Capital, attention, time and reputations are being funneled into a slew of social shopping sites, with Kaboodle being the first player to exit via a sale to Hearst for $30mm+ barely a month ago in early August (after raising $5mm in total funding).
To revisit the core assumptions of these brands (Jellyfish, ThisNext, Pronto [with its recent beta release], Wists, Kaboodle, Stylehive, etc.) and basically define social shopping, I define it as product / service discovery aided by real people — whether they be a trusted friend, a category / brand / product opinion leader or a perfect stranger with similar tastes.
This doesn’t take place completely online, and as most startups in this space tend to cite, 70-80 percent of product purchasing decisions are made offline. Essentially, the goal is to recreate the qualitative / passionate / spur-of-the-moment / peer pressure experience that one gets when going to the mall with friends, etc. online.
Gordon Gould (ThisNext CEO) wrote a great piece framing his perspective on the opportunity at stake —
Consider for a minute how gargantuan the social
shopping/merchandising market opportunity is: the current US retail
market (excluding home and automotive) is around $4+ TRILLION/year and
is supported by $150+ billion in advertising, the bulk of which still
goes to TV for immersive, emotionally impactful ads. Capturing the
proverbial 1% of that total market would represent over $40
billion/year in transactions which is huge!
So, clearly, whomever figures out how to get paid to unlock
socially-driven product discovery and merchandising is going to make an
astounding amount of money and have a huge impact on net culture.
So, assuming that translating offline social shopping behaviour to the online world is 1) possible, 2) desirable to people and 3) the dollars directly translate close to a 1:1 ratio, online social shopping looks like a lovely business.
The largest question outside of market dynamics, though, is if social shopping in and of itself can become a sustainable business.
I don’t dispute the value of
- Finding products from trusted friends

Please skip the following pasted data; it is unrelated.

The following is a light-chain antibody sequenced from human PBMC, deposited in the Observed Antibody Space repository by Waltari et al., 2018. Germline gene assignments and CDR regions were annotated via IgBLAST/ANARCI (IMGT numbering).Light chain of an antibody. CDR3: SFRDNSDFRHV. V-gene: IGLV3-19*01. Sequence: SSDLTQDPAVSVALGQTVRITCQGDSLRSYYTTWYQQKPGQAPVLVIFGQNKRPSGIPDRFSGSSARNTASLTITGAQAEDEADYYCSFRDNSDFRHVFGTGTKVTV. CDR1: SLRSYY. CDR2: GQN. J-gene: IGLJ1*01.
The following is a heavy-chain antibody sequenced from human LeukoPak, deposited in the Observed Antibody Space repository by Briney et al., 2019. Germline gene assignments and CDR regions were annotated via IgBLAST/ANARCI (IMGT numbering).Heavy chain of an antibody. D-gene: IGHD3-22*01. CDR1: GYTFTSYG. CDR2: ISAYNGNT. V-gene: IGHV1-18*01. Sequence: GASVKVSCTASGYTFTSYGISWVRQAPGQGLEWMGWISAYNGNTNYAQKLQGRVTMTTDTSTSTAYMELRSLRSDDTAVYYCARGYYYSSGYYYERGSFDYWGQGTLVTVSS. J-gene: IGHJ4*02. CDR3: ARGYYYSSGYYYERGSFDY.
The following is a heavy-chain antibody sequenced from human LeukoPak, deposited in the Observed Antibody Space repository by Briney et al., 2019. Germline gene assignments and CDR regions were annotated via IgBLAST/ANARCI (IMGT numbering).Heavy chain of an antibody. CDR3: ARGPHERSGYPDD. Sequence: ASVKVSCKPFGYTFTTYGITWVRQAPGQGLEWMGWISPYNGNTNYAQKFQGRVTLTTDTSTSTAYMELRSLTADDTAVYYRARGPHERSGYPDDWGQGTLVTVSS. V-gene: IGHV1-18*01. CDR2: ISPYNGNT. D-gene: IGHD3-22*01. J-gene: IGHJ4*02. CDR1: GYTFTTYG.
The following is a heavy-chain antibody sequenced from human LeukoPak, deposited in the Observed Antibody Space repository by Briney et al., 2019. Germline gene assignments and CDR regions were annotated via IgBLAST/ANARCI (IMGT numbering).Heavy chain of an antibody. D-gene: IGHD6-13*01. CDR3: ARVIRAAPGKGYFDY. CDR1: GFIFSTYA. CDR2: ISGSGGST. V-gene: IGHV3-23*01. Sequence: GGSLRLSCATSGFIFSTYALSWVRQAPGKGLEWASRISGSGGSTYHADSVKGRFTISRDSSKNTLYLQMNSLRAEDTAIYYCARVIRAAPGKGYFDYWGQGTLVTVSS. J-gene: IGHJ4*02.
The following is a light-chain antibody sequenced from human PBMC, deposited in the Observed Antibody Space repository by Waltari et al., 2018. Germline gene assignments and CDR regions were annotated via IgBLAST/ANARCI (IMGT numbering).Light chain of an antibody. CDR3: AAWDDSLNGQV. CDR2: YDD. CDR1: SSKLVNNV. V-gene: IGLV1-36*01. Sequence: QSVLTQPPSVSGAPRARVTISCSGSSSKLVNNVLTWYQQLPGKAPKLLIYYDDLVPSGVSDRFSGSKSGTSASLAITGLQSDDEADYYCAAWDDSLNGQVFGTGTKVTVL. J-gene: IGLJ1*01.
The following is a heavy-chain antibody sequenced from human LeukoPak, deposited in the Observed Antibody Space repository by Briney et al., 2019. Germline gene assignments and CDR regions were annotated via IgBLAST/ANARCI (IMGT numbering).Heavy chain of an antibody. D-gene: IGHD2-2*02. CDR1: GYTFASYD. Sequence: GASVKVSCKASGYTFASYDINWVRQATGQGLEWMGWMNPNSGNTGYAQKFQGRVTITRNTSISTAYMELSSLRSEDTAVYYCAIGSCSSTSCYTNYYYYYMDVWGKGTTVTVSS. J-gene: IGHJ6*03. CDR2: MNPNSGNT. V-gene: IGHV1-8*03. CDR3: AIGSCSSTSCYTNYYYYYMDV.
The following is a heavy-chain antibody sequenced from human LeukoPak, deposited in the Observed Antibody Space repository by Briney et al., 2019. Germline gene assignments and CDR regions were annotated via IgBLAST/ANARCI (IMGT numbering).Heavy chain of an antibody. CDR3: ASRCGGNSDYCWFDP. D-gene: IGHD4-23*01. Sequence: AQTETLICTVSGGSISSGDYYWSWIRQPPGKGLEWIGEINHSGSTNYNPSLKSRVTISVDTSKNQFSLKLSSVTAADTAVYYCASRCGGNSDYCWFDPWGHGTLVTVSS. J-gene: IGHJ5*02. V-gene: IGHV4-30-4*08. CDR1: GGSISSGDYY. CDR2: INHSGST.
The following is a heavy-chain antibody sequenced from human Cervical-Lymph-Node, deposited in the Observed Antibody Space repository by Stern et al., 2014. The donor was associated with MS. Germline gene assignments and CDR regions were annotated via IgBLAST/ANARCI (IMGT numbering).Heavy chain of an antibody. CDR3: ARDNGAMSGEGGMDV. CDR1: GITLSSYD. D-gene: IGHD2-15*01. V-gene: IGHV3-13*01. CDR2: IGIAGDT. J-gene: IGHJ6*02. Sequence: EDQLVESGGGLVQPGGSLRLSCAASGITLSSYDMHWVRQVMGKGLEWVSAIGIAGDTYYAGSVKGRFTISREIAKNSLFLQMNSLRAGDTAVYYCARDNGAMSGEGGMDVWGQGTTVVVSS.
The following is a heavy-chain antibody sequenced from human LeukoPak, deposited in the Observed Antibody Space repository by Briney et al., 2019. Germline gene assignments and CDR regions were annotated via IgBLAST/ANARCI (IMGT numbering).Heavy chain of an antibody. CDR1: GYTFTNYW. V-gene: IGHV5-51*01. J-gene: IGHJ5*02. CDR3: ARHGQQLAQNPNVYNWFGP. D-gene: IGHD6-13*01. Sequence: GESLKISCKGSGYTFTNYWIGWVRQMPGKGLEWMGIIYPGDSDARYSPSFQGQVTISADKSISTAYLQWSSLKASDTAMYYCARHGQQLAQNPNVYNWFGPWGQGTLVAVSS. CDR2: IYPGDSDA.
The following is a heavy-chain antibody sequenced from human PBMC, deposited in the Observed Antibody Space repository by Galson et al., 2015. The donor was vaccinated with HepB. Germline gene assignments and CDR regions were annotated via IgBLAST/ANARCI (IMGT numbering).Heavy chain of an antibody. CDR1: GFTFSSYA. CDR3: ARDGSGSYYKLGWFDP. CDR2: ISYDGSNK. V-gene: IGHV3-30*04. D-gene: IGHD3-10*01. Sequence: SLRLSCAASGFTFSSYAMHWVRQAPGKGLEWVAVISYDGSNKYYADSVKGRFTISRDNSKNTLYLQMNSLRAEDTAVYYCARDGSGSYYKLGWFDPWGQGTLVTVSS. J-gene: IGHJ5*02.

- Seeing who the cool / trend hunters are and subscribing to their finds
- Collaborative product / service research
- Showcasing your discerning taste through recent & targeted purchases
- Building and materializing groups of people who care about products / services
…but one of the missing pieces I see with a number of these sites is a lack of direct product discovery mechanisms — crawlers, imported shopping feeds, etc. as a way to make products available on the site without relying on bookmarklets to import them.
Essentially, do users limit themselves to product subsets by getting active at a site that doesn’t suck in products from the largest universe possible? Or is limiting the product set a GOOD thing, and inherent in the social shopping model? Isn’t that why one goes there, anyway?
What we’re seeing with CSEs now is an emergence of social features similar to sites like ThisNext. I covered Pronto’s beta release pretty heavily, and Jellyfish has been integrating social features for a long time — even building it into its marketing and distribution strategy by partnering with strong, distinct communities and running targeted Smack shows (Slashdot & The Knot are two examples).
These guys also have, as a foundation, the tried-and-true product search engines underneath them. They don’t have to rely on user-submitted products and information and can crawl this stuff or get feeds.
The other side of the story: you don’t need 2 billion products around which to form a community. Only a subset of those products are worth people’s buzz bandwith and get people excited.
So one conclusion from this long-winded exposition is that social shopping doesn’t need to be all things to all people, as CSEs seek to do.
To be a successful social shopping site, you must appeal to talkative subsets of shoppers. ThisNext is going after trendy, cutting-edge, fashionable people (or those people just happened to find ThisNext) — but this has been done for years within communities like car enthusiasts (street racing, car collectors, etc.) and geeks.
So, is social shopping a business or a feature?
- It’s a business-enhancing feature for existing CSEs to increase loyalty, user experience, time spent on the site and pageviews. It empowers communities on top of existing product search engines and defines lines between product niches more clearly.
- It’s a business if a social shopping community attracts, knows, appeals to and services distinct communities — then leverages that to identify the people and groups who are pivot points. Plus, it’s got to streamline the process of product discovery and addition so that it’s almost second nature.
By Scott Hurff — scott.hurff at channeladvisor